UCSD received more minority applications for fall 2001 in its second record-setting year, while the overall minority percentages in the whole pool remain relatively unchanged. Freshman applications rose 7.6 percent to 38,082 applications. The university also received 6,936 transfer applications, up 12.3 percent from last year, making the total number of undergraduate applications a record 45,018. Among the freshman applicants, sizable increases in number were recorded for all ethnicities. Applications of black students rose 10.9 percent to a total of 1,192 of the 38,082 freshman applications received. Black students submitted 3.1 percent of the fall 2001 freshman applications, up slightly from last year’s 3 percent. Freshman Mexican-American applications totaled 3,537, or 9.3 percent of all applications. The percentage of applications submitted by Mexican-Americans rose to 9.3 percent of the whole from 8.4 percent in the fall 2000 applicant pool. In addition, Latino applications rose 9.6 percent to reach a total of 1,155. Latinos submitted 3 percent of the applications received for fall 2001, the same as the previous year. Applications from Native-Americans increased to 210 from last year’s 186, a rise of 12.9 percent. This is 0.6 percent of the applications received, up slightly from fall 2000’s 0.5 percent. Asian-American applications rose 7.3 percent to constitute 29.2 percent of the total for the fall 2001 quarter, and Filipino-American applicants submitted 16.4 percent more applications than they did last year to make up 4.8 percent of the applicants. The Filipino-American total for 2001 was up from the previous year’s 4.4 percent. Caucasian applications constituted 14,095 of the 38,082, a rise of 4.1 percent over last year, to make up 37.0 percent of the applications, down from fall 2000’s 39.7 percent. Transfer applications have been on the rise since 1999. They rose 15.4 percent in 2000. “”For two years we have had a remarkable and welcome increase in our transfer and freshman applications, as well as from African-Americans, Mexican-Americans and Native-Americans,”” said Vice Chancellor for Student Affairs Joseph Watson. “”It is reassuring to see that such well-qualified students are responding to our intensive recruitment efforts, such as our partnerships with high schools and community colleges.”” The gender breakdown of the applicant pool for fall 2001 was 54.7 percent female, 44.7 percent male and 0.5 percent undeclared for freshman applications. The female-to-male ratio among applicants has increased since fall 2000, when females constituted 53.9 percent of the applicant pool and males 47.7 percent. Among transfer applicants, men’s applications rose 15.5 percent, while women’s rose only 9.6. The largest section of applicants declaring a major (20.9 percent) applied to the social sciences majors. Science and math applicants were 17.2 percent of the total, and applications to the engineering majors constituted 18.1 percent. The engineering majors saw many more applicants than for fall 2000, with a whopping 14.7 percent increase. A total of 10,578 freshman applicants applied as undeclared majors, 29.9 percent of the applicant pool. The arts and humanities majors pulled 3.6 percent of the pool apiece. The academic attributes of applicants remained similar to that of the fall 2000 pool. The average high school grade point average of a freshman applicant for next year is 3.72, down slightly from fall 2000’s average of 3.73. The mean GPA of transfer students remained stable at 3.26, the same as last year. The average SAT composite score rose to 1213 from 1211. The two-point rise was in the verbal score average, which, this year, was 587. The mean SAT math score remained 626. ...

Student Life Referendum Meets Criticism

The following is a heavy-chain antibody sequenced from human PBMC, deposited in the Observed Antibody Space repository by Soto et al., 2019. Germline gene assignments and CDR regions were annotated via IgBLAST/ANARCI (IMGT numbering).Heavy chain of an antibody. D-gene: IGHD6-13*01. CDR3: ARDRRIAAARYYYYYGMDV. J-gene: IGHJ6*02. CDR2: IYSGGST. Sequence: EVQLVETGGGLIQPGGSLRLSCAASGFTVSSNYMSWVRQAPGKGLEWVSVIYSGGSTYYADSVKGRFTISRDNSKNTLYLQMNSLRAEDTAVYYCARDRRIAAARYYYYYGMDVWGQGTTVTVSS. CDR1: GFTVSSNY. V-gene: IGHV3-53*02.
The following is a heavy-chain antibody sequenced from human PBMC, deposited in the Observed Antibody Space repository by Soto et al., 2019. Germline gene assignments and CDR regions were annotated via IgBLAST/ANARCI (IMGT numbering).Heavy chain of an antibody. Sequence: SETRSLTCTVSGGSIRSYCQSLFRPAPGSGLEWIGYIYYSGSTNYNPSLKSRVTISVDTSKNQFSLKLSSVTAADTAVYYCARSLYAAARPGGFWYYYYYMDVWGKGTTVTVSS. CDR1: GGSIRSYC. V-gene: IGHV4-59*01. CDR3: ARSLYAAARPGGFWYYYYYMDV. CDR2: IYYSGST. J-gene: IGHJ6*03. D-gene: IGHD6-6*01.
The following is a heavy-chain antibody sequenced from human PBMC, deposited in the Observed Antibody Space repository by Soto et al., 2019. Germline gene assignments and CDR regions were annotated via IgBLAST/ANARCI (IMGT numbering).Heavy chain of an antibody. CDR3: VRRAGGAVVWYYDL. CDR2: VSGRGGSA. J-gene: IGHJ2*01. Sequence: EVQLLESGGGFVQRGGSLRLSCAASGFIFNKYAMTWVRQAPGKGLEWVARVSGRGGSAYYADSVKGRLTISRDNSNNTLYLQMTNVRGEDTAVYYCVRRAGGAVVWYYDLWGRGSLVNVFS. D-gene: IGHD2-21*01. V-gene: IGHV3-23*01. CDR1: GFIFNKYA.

The proposed Campus Life Referendum was the subject of heated debate at a committee meeting Monday in the Chancellor’s Complex. With the Feb. 2 deadline for campus organizations’ funding requests rapidly approaching, the committee opened the floor to public input on the referendum. While many support the Campus Life Referendum, which would potentially increase graduate and undergraduate quarterly fees by as much as $75, the bill collided head-on with fervent criticism and opposition at Monday’s meeting. Among the topics of debate was the referendum’s goal of providing funding for the expansion of the Muir College Stuart Commons. Some in attendance, such as Mark Stickel of the Revelle College Council, see the item as inappropriate on a bill that, according to A.S. Council President Doc Khaleghi, is intended to benefit all of UCSD at once. “”I don’t see how a college-specific item should be on the table. It’s not campus-wide,”” Stickel said. “”How do I convince a Revelle student to vote for the referendum when this item affects only Muir students?”” In response, Muir College Council Chair Cristina Villegas defended the item, pointing out that each of the university’s five colleges had the opportunity to submit a proposal for individual college expansion, and that Muir was the only college to have made a submission. “”At least one-fifth of the students will benefit from this item,”” Villegas said. “”[The Stuart Commons] is a huge part of Muir life.”” According to Villegas, more than 30 student organizations use the area for their various meetings and events. Pat Danylyshyn-Adams, resident dean of Muir campus, also supported the item’s inclusion in the referendum. “”[Non-Muir] students may also use the Commons,”” she said. “”College affiliation is not required for that.”” Danylyshyn-Adams likened the dispute to the fact that, although not every UCSD student is an intercollegiate athlete, the referendum will most likely include funding aimed at making UCSD seem more like a Division II university. Despite his reservations concerning the Stuart Commons, Stickel is an optimistic supporter of the referendum. “”Things are coming along,”” he said. While many support further revision of the referendum before it is voted upon, more adamant opponents of the proposal would like to see it scrapped altogether. Carolyn Gan of the UCSD Student Co-ops, along with other co-op representatives, attacked the referendum at the meeting, calling it poorly framed and in violation of certain national, state and UC-wide regulations. Gan objected on behalf of the co-ops to the Campus Life Referendum Committee’s failure to follow proper procedure for initializing a student referendum. She reasoned that the referendum could not be considered to be entirely student run, as it was intended to be, since university administrators had hand-picked various committee members. She also said that a year 2000 Supreme Court ruling requires that all student fees must go toward education, leaving to question the referendum’s intent to further expand many of the on-campus university centers. Gan said the co-ops are calling for an end to the committee’s “”unnecessary inertia”” in its efforts to pass the referendum. “”We should take the time to do it right.”” she said. “”Had we used a student initiative [in creating] the referendum, we would have avoided many problems.”” Gan said the co-ops are pushing for the dissolution of the committee. Probably the point of highest contention at Monday’s meeting was the discussion of the recent removal of Graduate Students Association Vice President of Academic Affairs Kris Bohling as well another member from the referendum committee. GSA President Lea Ruiz made the decision to withdraw the two as voting members on the committee, taking their places herself. “”I made an executive decision to remove Kris and Josh from the committee,”” Ruiz said. “”[The GSA] felt like it wasn’t getting enough information from the committee. With the kinds of decisions being made, we need to be a presence.”” Bohling, an outspoken opponent of the referendum, spoke to the committee on Monday. “”I am not in agreement personally with the decision made by the GSA president,”” he said. “”The decision is in violation of GSA bylaws … I believe it to be part of a larger administrative attack on those opposed to the referendum.”” Bohling spoke cordially about Ruiz, noting that he considered her a friend. Bohling requested of the committee that he be allowed to stay on as a voting member until the situation is properly resolved. Ruiz, who has decided to abstain from all committee votes, believes the issue is something to be resolved within the GSA. “”This is something that is not to be discussed at these meetings,”” she said. “”It’s a matter of GSA reps’ responsibilities and of those responsibilities not being fulfilled.”” A motion was introduced and seconded to conduct a vote on whether the two GSA members in question should be allowed to remain as voting members of the committee. While six of the committee’s members voted unopposed in favor of the motion, 12 abstained and the motion was not passed. “”The vote we took reflects the committee’s opinion that this is an internal matter to be resolved by the GSA,”” said committee co-chair Jenn DeCamp. At the meeting’s end, Khaleghi announced that the committee would be deciding on a date for a campus-wide vote on the referendum, for which there were two options: either during A.S. Council elections in the second week of the spring quarter, or at another date to be decided upon later. Despite the various conflicts and items of debate, Khaleghi has strong feelings about the fate of the referendum. “”Something like this will happen eventually,”” he said. “”The University Centers and athletic program have demonstrated a need for action of this kind. Whether it will happen now or later, I don’t know, but it will happen. We need it.”” ...